Lord Barnett: My noble friend has just told us about the relevance of our costs and the agreement of the Government on that. However, has she noticed that in Annex A of the report the Prime Minister has added to the terms of reference, asking that they should consider reducing costs?

Baroness Royall of Blaisdon: My Lords, I did indeed notice that. The Prime Minister has many responsibilities in relation to the finances of the country, and most people would think it right and proper that he should ask the SSRB to consider that. Having said that, what is important in these matters is value for money-and the House gives extraordinary value for money.

I am aware that there has been a wide range of responses to the SSRB's report, beyond the responses of the Government and the main political parties. I am particularly aware of the breadth of the responses from all Members on both sides of your Lordships' House-everything from keen espousal of the report to outright rejection of it and virtually all points in between. I am sure that today we will hear representation of the various views during our debate.

However, a substantial number of Members of your Lordships' House, having read the report itself-rather than either the speculation which preceded it or the even more extraordinary supposed reporting of it on publication-judged it to be better than was predicted and the sound basis for a new system of financial support for Members of the House. I know, too, that many Members from both sides of the House have a range of concerns about what is being proposed. I have listened to and read in detail the comments that have been made to me and in other ways, including meetings of Back-Bench Members. I know as well that leaders of the other principal groupings in the House have taken similar extensive soundings. I look forward to hearing their remarks shortly.

I do not wish to usurp Members' own remarks to the House by setting out those concerns in detail, but they cover many aspects of the SSRB's report, including the current and future diversity of the House; taxation, accommodation and travel issues; the practicality of a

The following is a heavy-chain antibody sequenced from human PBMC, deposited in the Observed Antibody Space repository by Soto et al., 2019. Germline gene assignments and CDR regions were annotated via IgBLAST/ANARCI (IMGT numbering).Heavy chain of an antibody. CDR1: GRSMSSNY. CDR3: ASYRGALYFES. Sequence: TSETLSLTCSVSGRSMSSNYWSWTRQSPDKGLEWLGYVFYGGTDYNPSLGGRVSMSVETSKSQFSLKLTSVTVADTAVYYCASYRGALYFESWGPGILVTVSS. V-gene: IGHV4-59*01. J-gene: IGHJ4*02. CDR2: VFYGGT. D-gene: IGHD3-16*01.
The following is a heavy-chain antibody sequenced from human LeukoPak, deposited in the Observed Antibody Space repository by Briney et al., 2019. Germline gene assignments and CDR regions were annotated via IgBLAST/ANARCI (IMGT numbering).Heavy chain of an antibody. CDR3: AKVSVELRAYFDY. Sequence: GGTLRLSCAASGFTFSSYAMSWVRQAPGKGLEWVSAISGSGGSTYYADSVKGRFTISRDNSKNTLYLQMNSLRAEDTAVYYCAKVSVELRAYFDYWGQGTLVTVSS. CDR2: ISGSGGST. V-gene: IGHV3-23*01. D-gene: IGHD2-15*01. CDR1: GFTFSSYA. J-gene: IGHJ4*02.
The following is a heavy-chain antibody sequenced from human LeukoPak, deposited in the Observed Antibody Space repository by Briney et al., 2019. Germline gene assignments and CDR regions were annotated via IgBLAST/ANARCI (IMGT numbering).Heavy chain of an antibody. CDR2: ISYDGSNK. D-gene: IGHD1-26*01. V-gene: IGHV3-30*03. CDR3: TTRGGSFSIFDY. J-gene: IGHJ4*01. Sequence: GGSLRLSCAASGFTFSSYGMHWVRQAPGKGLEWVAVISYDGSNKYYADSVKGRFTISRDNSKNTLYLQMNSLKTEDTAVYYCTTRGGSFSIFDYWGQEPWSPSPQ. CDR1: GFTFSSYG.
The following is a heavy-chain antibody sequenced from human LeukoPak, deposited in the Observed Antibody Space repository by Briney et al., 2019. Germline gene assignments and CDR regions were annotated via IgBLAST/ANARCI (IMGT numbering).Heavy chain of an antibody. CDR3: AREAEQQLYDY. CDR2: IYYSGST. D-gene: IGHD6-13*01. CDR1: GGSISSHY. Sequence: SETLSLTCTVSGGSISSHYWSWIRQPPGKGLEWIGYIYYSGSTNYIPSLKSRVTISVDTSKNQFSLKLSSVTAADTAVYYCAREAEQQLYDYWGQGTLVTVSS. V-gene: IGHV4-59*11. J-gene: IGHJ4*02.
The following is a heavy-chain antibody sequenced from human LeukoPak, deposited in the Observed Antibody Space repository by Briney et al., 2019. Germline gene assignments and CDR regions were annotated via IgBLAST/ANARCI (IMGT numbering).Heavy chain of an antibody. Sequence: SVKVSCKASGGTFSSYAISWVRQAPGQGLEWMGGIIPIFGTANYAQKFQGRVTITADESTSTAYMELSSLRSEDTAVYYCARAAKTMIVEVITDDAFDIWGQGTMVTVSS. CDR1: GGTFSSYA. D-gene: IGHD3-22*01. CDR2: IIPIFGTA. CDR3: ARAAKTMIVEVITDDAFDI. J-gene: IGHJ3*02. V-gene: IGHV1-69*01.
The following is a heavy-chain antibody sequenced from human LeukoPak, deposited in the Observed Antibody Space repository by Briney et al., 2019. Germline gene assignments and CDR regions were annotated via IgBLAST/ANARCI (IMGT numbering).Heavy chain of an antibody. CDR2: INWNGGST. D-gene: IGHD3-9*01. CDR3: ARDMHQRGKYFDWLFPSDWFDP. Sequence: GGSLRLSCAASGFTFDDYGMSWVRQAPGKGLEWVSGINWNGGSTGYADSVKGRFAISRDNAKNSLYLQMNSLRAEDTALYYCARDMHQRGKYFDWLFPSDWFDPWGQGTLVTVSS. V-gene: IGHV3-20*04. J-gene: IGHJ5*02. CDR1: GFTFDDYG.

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number of the proposed arrangements; and the timing of future reviews. In particular, several Members are concerned about what they see as a proposed system that is far from simple, how overbureaucratic the proposed system seems and the staffing and resource implications for the House. Many Members believe that there is a need for a clear and simple system which not only this House but those beyond it can grasp. It should be simple for the House to understand and run, and simple for the public to comprehend and approve.

There are a substantial number of issues here to be considered. In addition to the 26 specific recommendations put forward by the SSRB, there are other issues detailed in its report which the SSRB itself has asked the House to consider and make decisions on. That is the value of the establishment of the ad hoc group: to consider, consult and advise on implementing proposals for a new system of financial support for Members of your Lordships' House in the wake of the publication of the report. This is entirely in line with the response of the Government, set out by my right honourable friend the Prime Minister, and that is what is set out in the Motion from the House Committee which is before us today.

The Motion asks the House to approve the principles and architecture of the SSRB report, and to establish an ad hoc group of Members of your Lordships' House to consider, consult and advise on the implementation of the new financial system of support for Members. It might be helpful for me to give an example of what is meant by these distinctions. Some of the most critical recent media coverage of Members of this House has centred on Members' primary residences. The House has acknowledged publicly that at present there is, in effect, no meaningful definition of "primary residences" in force. The principle involved here is that the House should be a diverse House, for instance by comprising men and women from all parts of the United Kingdom. The architecture of that principle would be in providing a proper definition of a primary residence to allow those Peers whose main home is outside London to attend the House. The practicalities of that-the issues for the ad hoc group to consider following the SSRB report, which includes a definition and criteria for a primary residence for Members of the House-would be precisely what such a definition should be.